AMAGANSETT, N.Y. — It should have been an embarrassing admission for him and a flabbergasting one for us: President Bush told Fox News recently that he only "glanced" at newspaper headlines, rarely reading stories, and that for his real news hits, he relied on briefings from acolytes who, he said flippantly, "probably read the news themselves." He rationalized his indifference by claiming he needed "objective" information. Even allowing for the president's contempt for the press, it was a peculiar comment, and it prompted the New York Times to call him "one of the most incurious men ever to occupy the White House."
But in citing this as a personal deficiency or even as political grandstanding, critics may have missed the larger point. Incuriosity seems characteristic of the entire Bush administration. More, it seems central to its very operation. The administration seems indifferent to data, impervious to competing viewpoints and ideas. Policy is not adjusted to facts; facts are adjusted to policy. The result is what may be the nation's first medieval presidency -- one in which reality is ignored for the administration's own prevailing vision. And just as in medieval days, this willful ignorance can lead to terrible consequences.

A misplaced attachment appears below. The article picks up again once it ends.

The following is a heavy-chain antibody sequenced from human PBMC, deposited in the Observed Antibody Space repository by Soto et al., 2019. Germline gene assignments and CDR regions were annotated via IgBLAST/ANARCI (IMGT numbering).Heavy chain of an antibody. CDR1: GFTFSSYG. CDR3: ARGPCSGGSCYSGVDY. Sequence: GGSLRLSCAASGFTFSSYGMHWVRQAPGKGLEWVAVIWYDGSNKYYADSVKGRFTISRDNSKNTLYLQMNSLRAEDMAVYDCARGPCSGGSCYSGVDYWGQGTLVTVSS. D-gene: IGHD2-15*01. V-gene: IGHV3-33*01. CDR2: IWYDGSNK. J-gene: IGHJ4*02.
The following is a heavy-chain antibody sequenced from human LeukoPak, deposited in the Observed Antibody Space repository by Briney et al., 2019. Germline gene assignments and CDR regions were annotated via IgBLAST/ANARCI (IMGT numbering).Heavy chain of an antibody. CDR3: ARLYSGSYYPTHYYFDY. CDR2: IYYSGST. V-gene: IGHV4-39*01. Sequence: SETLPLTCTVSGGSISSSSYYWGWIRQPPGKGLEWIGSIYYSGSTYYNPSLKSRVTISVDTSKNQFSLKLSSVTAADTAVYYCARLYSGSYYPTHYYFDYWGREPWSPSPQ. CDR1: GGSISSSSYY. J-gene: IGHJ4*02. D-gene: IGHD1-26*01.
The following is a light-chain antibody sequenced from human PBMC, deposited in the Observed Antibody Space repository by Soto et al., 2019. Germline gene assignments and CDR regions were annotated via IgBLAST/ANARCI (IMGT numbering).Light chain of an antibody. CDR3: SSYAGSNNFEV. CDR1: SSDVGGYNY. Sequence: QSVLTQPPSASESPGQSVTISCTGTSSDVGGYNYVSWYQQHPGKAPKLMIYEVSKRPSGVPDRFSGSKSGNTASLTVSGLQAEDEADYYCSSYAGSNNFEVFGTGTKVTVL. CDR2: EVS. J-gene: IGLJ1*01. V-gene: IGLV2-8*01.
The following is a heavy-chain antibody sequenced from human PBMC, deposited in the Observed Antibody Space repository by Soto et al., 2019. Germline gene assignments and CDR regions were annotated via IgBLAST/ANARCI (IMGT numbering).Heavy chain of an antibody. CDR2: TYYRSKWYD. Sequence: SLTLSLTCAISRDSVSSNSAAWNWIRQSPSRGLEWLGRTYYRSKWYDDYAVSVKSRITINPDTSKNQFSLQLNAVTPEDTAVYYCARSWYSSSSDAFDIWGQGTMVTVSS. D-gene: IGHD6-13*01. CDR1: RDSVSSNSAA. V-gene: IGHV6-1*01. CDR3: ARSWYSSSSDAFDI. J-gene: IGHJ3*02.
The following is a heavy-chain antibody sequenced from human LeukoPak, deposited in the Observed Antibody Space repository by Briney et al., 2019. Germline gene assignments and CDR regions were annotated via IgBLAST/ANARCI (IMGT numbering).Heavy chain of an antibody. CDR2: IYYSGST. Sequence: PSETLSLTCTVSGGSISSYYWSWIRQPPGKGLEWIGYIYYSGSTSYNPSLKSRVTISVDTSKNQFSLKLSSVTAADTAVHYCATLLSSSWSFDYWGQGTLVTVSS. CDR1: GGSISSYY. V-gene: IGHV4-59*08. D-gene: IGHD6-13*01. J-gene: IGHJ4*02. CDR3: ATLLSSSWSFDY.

At least since the Progressive era, America has been an empire of empiricism, a nation not only of laws but of facts. As heirs of the Enlightenment, the Progressives had an abiding faith in the power of rationality and a belief in the science of governing. Elect officeholders of good intent, arm them with sufficient information and they could guide the government for the public weal. From this seed sprang hundreds of government agencies dedicated to churning out data: statistics on labor, health, education, economics, the environment, you name it. These were digested by bureaucrats and policymakers, then spun into laws and regulations. When the data changed, so presumably would policy. Government went where the facts led it.